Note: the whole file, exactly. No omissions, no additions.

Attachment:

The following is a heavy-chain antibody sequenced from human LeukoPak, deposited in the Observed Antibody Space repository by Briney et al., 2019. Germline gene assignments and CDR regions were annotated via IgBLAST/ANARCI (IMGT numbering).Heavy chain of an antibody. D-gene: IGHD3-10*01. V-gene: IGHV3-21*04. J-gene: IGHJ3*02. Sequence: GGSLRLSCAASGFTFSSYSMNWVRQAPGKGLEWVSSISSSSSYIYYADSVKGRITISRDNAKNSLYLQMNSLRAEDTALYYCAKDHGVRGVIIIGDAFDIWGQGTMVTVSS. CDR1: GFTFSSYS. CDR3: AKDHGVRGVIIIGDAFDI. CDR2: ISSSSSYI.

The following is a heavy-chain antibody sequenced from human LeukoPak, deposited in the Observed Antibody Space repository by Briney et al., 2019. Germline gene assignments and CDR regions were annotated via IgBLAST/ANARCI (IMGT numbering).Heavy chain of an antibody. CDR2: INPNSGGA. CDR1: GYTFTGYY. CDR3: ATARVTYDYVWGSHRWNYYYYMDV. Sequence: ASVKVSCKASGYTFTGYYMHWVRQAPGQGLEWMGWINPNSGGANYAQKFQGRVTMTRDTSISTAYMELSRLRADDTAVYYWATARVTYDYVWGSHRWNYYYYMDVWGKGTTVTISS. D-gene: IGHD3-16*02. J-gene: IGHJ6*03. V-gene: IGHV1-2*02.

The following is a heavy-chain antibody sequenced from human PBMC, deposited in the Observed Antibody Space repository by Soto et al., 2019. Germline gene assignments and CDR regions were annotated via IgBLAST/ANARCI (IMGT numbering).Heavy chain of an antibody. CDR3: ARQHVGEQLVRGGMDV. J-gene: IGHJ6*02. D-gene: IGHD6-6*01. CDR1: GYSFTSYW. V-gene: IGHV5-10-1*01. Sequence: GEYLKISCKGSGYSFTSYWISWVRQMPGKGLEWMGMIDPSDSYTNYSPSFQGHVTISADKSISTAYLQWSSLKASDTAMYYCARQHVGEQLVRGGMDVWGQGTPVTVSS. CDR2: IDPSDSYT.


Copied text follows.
The following is a heavy-chain antibody sequenced from human LeukoPak, deposited in the Observed Antibody Space repository by Briney et al., 2019. Germline gene assignments and CDR regions were annotated via IgBLAST/ANARCI (IMGT numbering).Heavy chain of an antibody. D-gene: IGHD3-10*01. V-gene: IGHV3-21*04. J-gene: IGHJ3*02. Sequence: GGSLRLSCAASGFTFSSYSMNWVRQAPGKGLEWVSSISSSSSYIYYADSVKGRITISRDNAKNSLYLQMNSLRAEDTALYYCAKDHGVRGVIIIGDAFDIWGQGTMVTVSS. CDR1: GFTFSSYS. CDR3: AKDHGVRGVIIIGDAFDI. CDR2: ISSSSSYI.

The following is a heavy-chain antibody sequenced from human LeukoPak, deposited in the Observed Antibody Space repository by Briney et al., 2019. Germline gene assignments and CDR regions were annotated via IgBLAST/ANARCI (IMGT numbering).Heavy chain of an antibody. CDR2: INPNSGGA. CDR1: GYTFTGYY. CDR3: ATARVTYDYVWGSHRWNYYYYMDV. Sequence: ASVKVSCKASGYTFTGYYMHWVRQAPGQGLEWMGWINPNSGGANYAQKFQGRVTMTRDTSISTAYMELSRLRADDTAVYYWATARVTYDYVWGSHRWNYYYYMDVWGKGTTVTISS. D-gene: IGHD3-16*02. J-gene: IGHJ6*03. V-gene: IGHV1-2*02.

The following is a heavy-chain antibody sequenced from human PBMC, deposited in the Observed Antibody Space repository by Soto et al., 2019. Germline gene assignments and CDR regions were annotated via IgBLAST/ANARCI (IMGT numbering).Heavy chain of an antibody. CDR3: ARQHVGEQLVRGGMDV. J-gene: IGHJ6*02. D-gene: IGHD6-6*01. CDR1: GYSFTSYW. V-gene: IGHV5-10-1*01. Sequence: GEYLKISCKGSGYSFTSYWISWVRQMPGKGLEWMGMIDPSDSYTNYSPSFQGHVTISADKSISTAYLQWSSLKASDTAMYYCARQHVGEQLVRGGMDVWGQGTPVTVSS. CDR2: IDPSDSYT.